After finishing The Grand Sophy, I was in the mood for more Regency novels, but didn't have the energy for something new (between dreading the upcoming move back into school, moving, fretting about the mold on my stuff that had been in "climate controlled" storage, and being just plain tired). Patricia C. Wrede's Mairelon the Magician and Magician's Ward were just the thing.
These are set in the same Regency-London-with-magic as her charming Sorcery and Cecelia, co-written with Caroline Stevermer (a notoriously difficult to find book; if you find a copy cheap, grab it, because someone will want it, even if you don't.). In Mairelon, the title character is a real magician pretending to be a fake one. He was framed for a theft from the Royal College of Wizards, and he's trying to track down the items—with the help of Kim, a thief he caught breaking into his wagon and enlisted in the charade. A lot of other people also want to find the missing items, generating a number of absurd encounters where imposter upon thief upon eavesdropper upon plain old homicidal maniac all turn up and chase after a big silver platter. Oh, and did I mention that there are an unknown number of forgeries floating around as well?
This is a very silly and enjoyable book, and though I couldn't quite keep track of everyone on the first time 'round, at the end there's a "the detective solves the mystery and gives a speech to the parties explaining it all," so fear not. At the end, Kim learns she has an aptitude for magic, and agrees to shed her boy's disguise and become Mairelon's ward and apprentice.
The sequel, Magician's Ward, is both a more straightfoward story and a more typical Regency plot. A number of elements will be familiar to Heyer readers: the heroine with an unusual background being introduced to Society; the horrible straight-laced female relative to whom propriety is everything; and even a monkey (what is it about Regencies and monkeys?). Kim gets to manage all this while trying to help Mairelon figure out why someone keeps trying to break into his library, and how it's connected to a mysterious attack on Mairelon . . .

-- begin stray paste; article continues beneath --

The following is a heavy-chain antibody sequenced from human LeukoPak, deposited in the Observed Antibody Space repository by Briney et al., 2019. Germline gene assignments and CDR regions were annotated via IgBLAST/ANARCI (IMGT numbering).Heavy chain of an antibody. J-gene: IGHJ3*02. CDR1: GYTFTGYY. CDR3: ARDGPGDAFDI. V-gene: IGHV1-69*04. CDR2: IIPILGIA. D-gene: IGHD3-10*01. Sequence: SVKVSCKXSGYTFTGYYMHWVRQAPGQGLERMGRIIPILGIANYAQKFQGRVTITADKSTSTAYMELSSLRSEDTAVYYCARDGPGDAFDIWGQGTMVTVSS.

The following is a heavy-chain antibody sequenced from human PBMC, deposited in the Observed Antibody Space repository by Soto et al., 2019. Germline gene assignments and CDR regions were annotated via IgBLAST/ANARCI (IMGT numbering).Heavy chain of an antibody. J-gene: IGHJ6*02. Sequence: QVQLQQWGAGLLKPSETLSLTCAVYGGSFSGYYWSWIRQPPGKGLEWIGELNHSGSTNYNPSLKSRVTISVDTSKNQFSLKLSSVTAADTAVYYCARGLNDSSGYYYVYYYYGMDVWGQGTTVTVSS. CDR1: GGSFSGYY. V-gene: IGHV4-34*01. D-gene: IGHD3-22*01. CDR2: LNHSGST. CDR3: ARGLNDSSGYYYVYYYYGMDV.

These are both highly entertaining, with strong main characters, interesting details about the world and the magical system, and wit and charm. Heyer fans could do worse than to pick them up. (Mairelon is to be reprinted soon, but the books stand alone fairly well.)
I'd read Terry Pratchett's Thief of Time before when it came out, but I'd had the Apocalypse on my mind because of Good Omens, and as Thief features the Fifth Horseman, it seemed like a good pick.
This is the most recent of Pratchett's many Discworld books and one of my favorites. The Discworld books are comfort books for me; they take our world and history, twist it X number of degrees (Ankh-Morpork, the biggest city, is about what London might have been around the Industrial Revolution, if, sometime prior, all the fantasy creatures had said, "Hey, we're here and we want jobs."), point up the absurdities inherent therein and then add some more, but—and this is the key point—as part of good stories with funny bits. The books can be loosely divided up into sub-series based on the main characters; this one is a Death/Susan book (Susan is the daughter of Death's adopted daughter, and has stood in for Death in prior books. Genetics are a funny thing on the Discworld.). Death, on the Discworld, is your traditional skeleton with a scythe and a big white horse; the horse's name is Binky, though, and Death is much more sympathetic to living things than some of the other things in the Discworld. Like the Auditors.
He recognized them. They were not life-forms. They were . . . nonlife-forms. They were the observers of the operation of the universe, its clerks, its auditors. They saw to it that things spun and rocks fell.
And they believed that for a thing to exist it had to have a position in time and space. Humanity had arrived as a nasty shock. Humanity practically was things that didn't have a position in time and space, such as imagination, pity, hope, history, and belief. Take those away and all you had was an ape that fell out of trees a lot.
Intelligent life was, therefore, an anomaly. It made the filing untidy. The Auditors hated things like that. Periodically, they tried to tidy things up a little.